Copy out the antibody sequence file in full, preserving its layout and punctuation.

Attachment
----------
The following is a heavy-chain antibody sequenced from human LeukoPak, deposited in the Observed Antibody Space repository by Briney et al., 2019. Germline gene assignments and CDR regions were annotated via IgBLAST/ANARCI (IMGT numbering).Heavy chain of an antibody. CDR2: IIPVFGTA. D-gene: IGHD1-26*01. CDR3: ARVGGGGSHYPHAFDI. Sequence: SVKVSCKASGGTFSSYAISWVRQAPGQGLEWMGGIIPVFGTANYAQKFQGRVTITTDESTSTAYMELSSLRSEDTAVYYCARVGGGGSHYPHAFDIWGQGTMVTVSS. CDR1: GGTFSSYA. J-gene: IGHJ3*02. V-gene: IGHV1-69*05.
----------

The following is a heavy-chain antibody sequenced from human LeukoPak, deposited in the Observed Antibody Space repository by Briney et al., 2019. Germline gene assignments and CDR regions were annotated via IgBLAST/ANARCI (IMGT numbering).Heavy chain of an antibody. CDR2: IIPVFGTA. D-gene: IGHD1-26*01. CDR3: ARVGGGGSHYPHAFDI. Sequence: SVKVSCKASGGTFSSYAISWVRQAPGQGLEWMGGIIPVFGTANYAQKFQGRVTITTDESTSTAYMELSSLRSEDTAVYYCARVGGGGSHYPHAFDIWGQGTMVTVSS. CDR1: GGTFSSYA. J-gene: IGHJ3*02. V-gene: IGHV1-69*05.